Both useful and beautiful
Often a client’s design brief for their garden will require that the approach to planting is dictated by a certain ‘theme'. A cottage garden style is a good example, or a site might require shade-tolerant or boggy planting. Perhaps, a client has a particular love of all things grassy. Or, in our case, it has been crucial to find and use plants that have utility – commercial, industrial, nutritional and medicinal.
In this particular instance, two problems have presented themselves: availability and aesthetics.
First, some of the plants on our original list were not commercially available – certainly not in the quality and quantity necessary for a Chelsea Show Garden. Secondly, while many of the plants are very good for humanity, they are not exactly pleasing on the eye.
Our solution was to approach the ‘theme’ by selecting utility on the basis of genus rather than cultivar. This allowed us to choose beautiful cousins of useful plants. For example, rather than selecting the specific rose that is used in drinks manufacture or perfumes, we were able to select a rose that worked with our planting scheme. It has been a valuable lesson to learn: adapting the limitations on your ‘theme’ will help you create a more beautiful result that remains true to your initial approach.
It is also useful to remember that in any scheme where a theme is dictating planting choice, it is important not to fall into the trap of trying to tick all the boxes and cramming your beds with just about every plant that fits the theme. To do so would result in a ‘bitty’ and confused planting design.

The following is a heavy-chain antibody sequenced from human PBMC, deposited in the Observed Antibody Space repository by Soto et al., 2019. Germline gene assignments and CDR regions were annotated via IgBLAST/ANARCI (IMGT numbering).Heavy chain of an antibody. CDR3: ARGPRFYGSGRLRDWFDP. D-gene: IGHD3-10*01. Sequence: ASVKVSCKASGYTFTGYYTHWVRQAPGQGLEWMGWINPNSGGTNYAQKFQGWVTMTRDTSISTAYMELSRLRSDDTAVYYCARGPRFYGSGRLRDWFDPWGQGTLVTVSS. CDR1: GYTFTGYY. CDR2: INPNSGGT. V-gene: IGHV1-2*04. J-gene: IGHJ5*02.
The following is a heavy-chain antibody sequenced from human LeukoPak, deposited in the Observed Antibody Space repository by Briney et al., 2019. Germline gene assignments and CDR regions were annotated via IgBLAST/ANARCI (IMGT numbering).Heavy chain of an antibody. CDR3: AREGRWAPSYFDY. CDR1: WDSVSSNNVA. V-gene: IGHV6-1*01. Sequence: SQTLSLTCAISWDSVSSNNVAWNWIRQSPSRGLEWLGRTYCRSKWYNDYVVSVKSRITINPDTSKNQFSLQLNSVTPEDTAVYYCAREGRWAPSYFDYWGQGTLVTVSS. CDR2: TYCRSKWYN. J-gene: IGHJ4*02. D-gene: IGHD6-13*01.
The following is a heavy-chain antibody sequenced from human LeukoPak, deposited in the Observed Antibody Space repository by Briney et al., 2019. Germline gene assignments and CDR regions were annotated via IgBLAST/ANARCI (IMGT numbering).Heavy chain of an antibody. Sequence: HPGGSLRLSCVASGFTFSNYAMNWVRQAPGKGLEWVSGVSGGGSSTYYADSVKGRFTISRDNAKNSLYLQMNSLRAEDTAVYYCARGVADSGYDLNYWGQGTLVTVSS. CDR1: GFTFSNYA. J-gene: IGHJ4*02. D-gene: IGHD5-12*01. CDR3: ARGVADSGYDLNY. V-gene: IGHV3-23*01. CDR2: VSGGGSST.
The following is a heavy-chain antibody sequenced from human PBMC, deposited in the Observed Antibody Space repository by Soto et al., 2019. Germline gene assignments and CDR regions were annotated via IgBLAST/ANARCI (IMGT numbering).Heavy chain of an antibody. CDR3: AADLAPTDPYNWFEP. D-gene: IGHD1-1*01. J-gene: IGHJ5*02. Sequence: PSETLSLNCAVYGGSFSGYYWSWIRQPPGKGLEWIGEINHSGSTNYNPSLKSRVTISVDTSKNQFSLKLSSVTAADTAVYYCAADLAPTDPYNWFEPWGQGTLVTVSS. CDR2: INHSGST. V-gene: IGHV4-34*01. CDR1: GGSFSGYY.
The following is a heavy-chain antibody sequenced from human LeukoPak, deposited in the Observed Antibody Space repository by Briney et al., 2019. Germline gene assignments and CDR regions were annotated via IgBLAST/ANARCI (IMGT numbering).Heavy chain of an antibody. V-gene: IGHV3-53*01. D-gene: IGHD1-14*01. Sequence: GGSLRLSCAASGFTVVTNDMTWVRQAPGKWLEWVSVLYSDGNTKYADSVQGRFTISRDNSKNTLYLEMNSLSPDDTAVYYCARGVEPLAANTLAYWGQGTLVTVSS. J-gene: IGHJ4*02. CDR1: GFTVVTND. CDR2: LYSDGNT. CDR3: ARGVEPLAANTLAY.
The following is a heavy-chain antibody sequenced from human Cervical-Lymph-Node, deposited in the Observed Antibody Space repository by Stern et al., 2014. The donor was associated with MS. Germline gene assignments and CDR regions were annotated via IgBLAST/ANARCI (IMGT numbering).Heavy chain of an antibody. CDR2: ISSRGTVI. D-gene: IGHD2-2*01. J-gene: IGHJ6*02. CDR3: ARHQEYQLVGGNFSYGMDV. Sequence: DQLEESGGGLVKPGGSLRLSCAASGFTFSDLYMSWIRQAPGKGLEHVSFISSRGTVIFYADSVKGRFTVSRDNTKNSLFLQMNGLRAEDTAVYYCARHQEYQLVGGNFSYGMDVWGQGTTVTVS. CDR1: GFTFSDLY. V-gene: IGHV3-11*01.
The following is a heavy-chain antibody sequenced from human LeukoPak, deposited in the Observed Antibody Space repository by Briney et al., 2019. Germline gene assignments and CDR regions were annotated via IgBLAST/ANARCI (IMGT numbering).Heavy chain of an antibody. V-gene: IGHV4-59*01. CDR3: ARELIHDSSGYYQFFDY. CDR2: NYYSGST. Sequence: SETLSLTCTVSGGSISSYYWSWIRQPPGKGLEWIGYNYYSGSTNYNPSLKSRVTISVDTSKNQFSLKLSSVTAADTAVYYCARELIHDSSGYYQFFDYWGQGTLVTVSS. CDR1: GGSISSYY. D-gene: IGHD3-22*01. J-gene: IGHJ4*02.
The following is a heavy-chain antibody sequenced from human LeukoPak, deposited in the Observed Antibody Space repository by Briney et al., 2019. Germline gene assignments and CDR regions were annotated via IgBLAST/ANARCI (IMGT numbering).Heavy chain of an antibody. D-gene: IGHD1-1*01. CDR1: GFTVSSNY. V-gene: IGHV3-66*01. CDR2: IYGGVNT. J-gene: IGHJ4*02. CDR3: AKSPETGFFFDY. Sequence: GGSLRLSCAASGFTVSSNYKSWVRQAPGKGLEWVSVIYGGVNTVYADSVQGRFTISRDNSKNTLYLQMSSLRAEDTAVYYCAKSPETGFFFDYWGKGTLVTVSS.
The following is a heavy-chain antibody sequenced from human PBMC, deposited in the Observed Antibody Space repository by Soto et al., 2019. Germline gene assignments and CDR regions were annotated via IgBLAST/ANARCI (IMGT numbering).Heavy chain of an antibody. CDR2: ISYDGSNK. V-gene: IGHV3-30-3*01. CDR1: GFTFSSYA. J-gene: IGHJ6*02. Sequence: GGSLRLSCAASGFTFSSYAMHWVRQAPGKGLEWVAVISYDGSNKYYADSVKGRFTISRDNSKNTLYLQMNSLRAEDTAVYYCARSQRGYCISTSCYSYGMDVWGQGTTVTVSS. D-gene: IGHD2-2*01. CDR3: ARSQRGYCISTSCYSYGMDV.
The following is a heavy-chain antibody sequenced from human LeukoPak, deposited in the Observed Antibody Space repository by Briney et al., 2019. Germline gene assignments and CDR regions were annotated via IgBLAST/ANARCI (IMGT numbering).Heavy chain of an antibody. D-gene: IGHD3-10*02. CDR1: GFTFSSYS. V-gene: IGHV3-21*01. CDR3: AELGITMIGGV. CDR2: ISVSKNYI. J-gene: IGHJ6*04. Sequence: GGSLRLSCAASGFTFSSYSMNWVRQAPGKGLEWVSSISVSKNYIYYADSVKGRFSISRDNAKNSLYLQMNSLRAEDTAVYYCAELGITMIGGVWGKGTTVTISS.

Once all the technical and horticultural requirements have been met (aspect, soil, flowering periods etc) and you have a list of suitable plants in front of you, pure design should dictate progress from this point.
Limit your palette again – not because you have to but because you should. Create structure, aim for continuity. Balance colour and texture. This can be achieved by planting in groupings and drifts (space permitting). I always aim to repeat combinations throughout a garden so that there are visual markers and a sense of intention as one moves through the space.
Thinking in 3D also helps, rather than always seeing your planting design from above. And approach the garden as a whole, rather than dealing with each bed as a separate project – even if your purchase of the plants is phased.
In our Chelsea Show Garden there is a light-filtering canopy of Betula utilis ‘Doorenbos’ and the denser canopy of Pinus sylvestris. These trees also provide scale and a vertical counterpoint to the pavilion at the centre of the garden. Secondly, a Taxus (yew) boundary hedge adds form and height and, lastly, appropriate colour, foliage and texture are introduced by planting of small shrubs combined with perennial planting, informal in style yet illustrative of the core theme.
Marcus Barnett is known for combining geometric, modern design elements with a traditional English garden aesthetic. He made his Chelsea debut in 2005 with a gold-medal winning small garden created with design partner Philip Nixon. The pair went on to build full-size show gardens in 2006 and 2007, winning gold and silver-gilt. The Times Eureka Garden is Marcus's first solo show garden at Chelsea.